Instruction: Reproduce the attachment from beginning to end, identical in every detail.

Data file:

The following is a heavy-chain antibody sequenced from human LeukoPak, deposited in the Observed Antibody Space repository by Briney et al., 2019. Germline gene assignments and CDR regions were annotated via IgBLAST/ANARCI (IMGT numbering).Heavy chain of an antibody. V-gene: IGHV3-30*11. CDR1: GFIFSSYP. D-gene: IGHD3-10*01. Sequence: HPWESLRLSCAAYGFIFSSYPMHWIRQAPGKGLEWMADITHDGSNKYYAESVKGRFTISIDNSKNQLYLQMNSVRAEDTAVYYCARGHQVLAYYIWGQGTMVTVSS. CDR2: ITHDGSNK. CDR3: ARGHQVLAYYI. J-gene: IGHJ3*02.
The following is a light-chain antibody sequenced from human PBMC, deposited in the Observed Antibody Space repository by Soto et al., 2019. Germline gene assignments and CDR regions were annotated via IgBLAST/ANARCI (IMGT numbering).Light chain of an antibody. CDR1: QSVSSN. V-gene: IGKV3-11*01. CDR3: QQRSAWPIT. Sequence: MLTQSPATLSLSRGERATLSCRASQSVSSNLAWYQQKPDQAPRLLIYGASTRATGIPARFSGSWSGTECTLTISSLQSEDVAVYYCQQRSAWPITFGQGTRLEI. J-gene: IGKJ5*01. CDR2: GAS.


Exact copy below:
The following is a heavy-chain antibody sequenced from human LeukoPak, deposited in the Observed Antibody Space repository by Briney et al., 2019. Germline gene assignments and CDR regions were annotated via IgBLAST/ANARCI (IMGT numbering).Heavy chain of an antibody. V-gene: IGHV3-30*11. CDR1: GFIFSSYP. D-gene: IGHD3-10*01. Sequence: HPWESLRLSCAAYGFIFSSYPMHWIRQAPGKGLEWMADITHDGSNKYYAESVKGRFTISIDNSKNQLYLQMNSVRAEDTAVYYCARGHQVLAYYIWGQGTMVTVSS. CDR2: ITHDGSNK. CDR3: ARGHQVLAYYI. J-gene: IGHJ3*02.
The following is a light-chain antibody sequenced from human PBMC, deposited in the Observed Antibody Space repository by Soto et al., 2019. Germline gene assignments and CDR regions were annotated via IgBLAST/ANARCI (IMGT numbering).Light chain of an antibody. CDR1: QSVSSN. V-gene: IGKV3-11*01. CDR3: QQRSAWPIT. Sequence: MLTQSPATLSLSRGERATLSCRASQSVSSNLAWYQQKPDQAPRLLIYGASTRATGIPARFSGSWSGTECTLTISSLQSEDVAVYYCQQRSAWPITFGQGTRLEI. J-gene: IGKJ5*01. CDR2: GAS.